In a recent post, we mentioned the idea that contrary to popular belief, composite decking is not actually more environmentally friendly than tropical hardwood decking. A key factor in understanding this issue is to realize that buying exotic lumber actually benefits the environment and does this in many ways. The truth is that if you really want to help preserve the rainforests and help lessen global warming, the best thing you can do is to purchase lumber from trees that grow in rainforests throughout the globe. As counterintuitive as that may seem, it is reality. That might leave you wondering what really causes deforestation.
The Truth About Deforestation
It may seem logical to assume that logging — and, by extension, the lumber industry — is largely responsible for deforestation, but that presumption is not supported by reality. In an ideal world, perhaps we could all appreciate the value of a forest’s natural beauty without muddying the waters with dollar amounts. But in case you’re not aware, the world in which we live is far from ideal. (Consider Ecuador’s controversial Yasuni-ITT initiative.)
In fact, deforestation is more likely to occur when the lumber import trade is disrupted. However, when a logging ban occurs in a given area, the trees in that area lose their monetary value. Out of desperation, land owners are essentially forced to find new ways to make money from their land.
Most often, repurposing the land means clear cutting or burning down forests for other uses. As a result, cattle ranching actually accounts for a whopping 65-70% of deforestation in the Brazilian Amazon. Agriculture accounts for another 20-35%. Logging, however, answers for only 2-3%. The reality is that the lumber trade gives timber value and — by extension — a reason for land owners to protect the forests. Added benefits to the lumber industry across the globe include job creation and benefits to local economies, along with awareness about the importance of protecting rainforests.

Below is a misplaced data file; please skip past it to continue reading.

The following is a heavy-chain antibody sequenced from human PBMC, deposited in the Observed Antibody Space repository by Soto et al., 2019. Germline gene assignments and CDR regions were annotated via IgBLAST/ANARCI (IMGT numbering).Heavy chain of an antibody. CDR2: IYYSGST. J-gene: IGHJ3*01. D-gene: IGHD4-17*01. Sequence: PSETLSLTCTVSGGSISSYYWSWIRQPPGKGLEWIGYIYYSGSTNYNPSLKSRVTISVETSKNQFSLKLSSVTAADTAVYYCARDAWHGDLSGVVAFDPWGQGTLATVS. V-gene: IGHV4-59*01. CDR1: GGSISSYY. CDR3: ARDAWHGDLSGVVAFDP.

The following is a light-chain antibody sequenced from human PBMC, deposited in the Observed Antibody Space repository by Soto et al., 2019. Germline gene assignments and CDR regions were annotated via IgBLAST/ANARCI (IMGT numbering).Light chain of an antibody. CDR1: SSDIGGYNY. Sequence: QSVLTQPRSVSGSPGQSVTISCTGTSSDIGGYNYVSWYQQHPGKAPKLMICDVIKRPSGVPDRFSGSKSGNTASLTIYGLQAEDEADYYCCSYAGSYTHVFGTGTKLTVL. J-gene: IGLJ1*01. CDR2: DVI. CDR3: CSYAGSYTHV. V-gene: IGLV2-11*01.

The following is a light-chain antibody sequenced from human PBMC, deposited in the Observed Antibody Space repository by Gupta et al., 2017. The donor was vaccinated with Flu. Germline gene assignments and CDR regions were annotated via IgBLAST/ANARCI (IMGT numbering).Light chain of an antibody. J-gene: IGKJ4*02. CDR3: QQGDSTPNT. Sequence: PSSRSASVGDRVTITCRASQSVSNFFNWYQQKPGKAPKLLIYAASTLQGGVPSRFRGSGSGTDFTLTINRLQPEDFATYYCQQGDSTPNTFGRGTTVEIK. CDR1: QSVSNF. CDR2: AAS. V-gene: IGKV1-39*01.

The Truth About Exploitation
Because of governmental regulations that require sustainable practices and careful tracking from the forest to the lumber yard, today’s lumber industry is actually responsible for planting more new trees than it cuts down — which benefits their own interests in the long term. But you might be wondering if there are still opportunists that somehow exploit the rainforests, skirting the regulations so carefully put into place.
While we may never be able to completely eliminate illegal harvesting of lumber, the local, national, and global regulations currently in place have made it very difficult for such enterprises. The many safeguards against unwittingly supporting those law-breakers is explained by the IWPA. In our next post, we’ll let you know how you can ensure that the lumber you purchase has been harvested legally and responsibly.